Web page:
Archaeologists discover ‘City of the Monkey God’ in Honduras jungle

A team of archaeologists from the United States say they’ve uncovered the remains of two lost cities deep in the jungles of Honduras.

One of the two cities is believed to be the legendary “City of the Monkey God,” a mysterious ancient metropolis sometimes referred to as the “White City.” The settlement’s mystique has grown over the centuries as rumblings about white precipices peering through the top of the rainforest reverberated among academics and adventurers.

A place sometimes called the “white house” or “place of cacao” had long been mentioned in indigenous stories — a place where natives sought refuge from the invading Spanish conquistadors. It was often included in the myth of El Dorado. Now, researchers believe they’ve found it in a valley in the rain forests of La Mosquitia, first surveyed aerially in 2012by UTL Productions using LIDAR technology to get topographical data.

The cities belong to an ancient and yet unnamed civilization that archaeologists and historians know little about. Through the years, indigenous people told archaeologists looking for the White City that the mysterious civilization had worshiped a giant statue of a monkey.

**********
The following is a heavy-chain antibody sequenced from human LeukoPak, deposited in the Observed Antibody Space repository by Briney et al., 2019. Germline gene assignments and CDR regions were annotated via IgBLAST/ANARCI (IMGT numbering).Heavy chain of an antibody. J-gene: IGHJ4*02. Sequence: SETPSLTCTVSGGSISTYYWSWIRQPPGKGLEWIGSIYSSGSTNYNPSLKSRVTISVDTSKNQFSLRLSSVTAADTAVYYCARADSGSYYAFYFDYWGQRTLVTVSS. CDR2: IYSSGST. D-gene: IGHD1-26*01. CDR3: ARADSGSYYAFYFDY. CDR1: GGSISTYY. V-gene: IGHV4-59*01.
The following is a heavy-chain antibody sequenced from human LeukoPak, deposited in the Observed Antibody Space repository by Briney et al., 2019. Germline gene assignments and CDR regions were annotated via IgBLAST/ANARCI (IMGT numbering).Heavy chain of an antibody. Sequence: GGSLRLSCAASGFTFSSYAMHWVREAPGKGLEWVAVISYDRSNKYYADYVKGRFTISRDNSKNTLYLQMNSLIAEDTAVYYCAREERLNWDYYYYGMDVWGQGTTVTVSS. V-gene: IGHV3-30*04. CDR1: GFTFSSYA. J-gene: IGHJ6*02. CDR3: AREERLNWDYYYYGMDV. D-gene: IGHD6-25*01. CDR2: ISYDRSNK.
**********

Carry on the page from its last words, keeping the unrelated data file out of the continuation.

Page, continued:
Among the remains, scientists have uncovered the remnants of pyramids and plazas, as well as dozens of artifacts, including a religious statue of a half-human, half-jaguar spirit.

Archaeologists said the city’s site in the jungle is extremely remote and unexplored.

“Even the animals acted as if they’ve never seen people,” team leader Chris Fisher, a researcher at Colorado State University, told the Guardian. “Spider monkeys are all over place, and they’d follow us around and throw food at us and hoot and holler and do their thing.”

“To be treated not as a predator but as another primate in their space was for me the most amazing thing about this whole trip,” he said.

Fisher says the cities date between 1400 B.C. and 1000 B.C., and though they resemble Mayan cities, they did not belong to the Mayan civilization.

“This is clearly the most undisturbed rain forest in Central America,” the team’s ethnobotanist, Mark Plotkin, told National Geographic. “The importance of this place can’t be overestimated.”

Also found among the remains were “metates,” stone ceremonial seats, featuring carvings of snakes, vultures and other zoomorphic figures.

The cities’ locations aren’t being revealed, in order to protect them from looters. Archaeologists will continue excavating the sites safely — but quickly. The forests of Honduras are increasingly under threat from logging operations.

 

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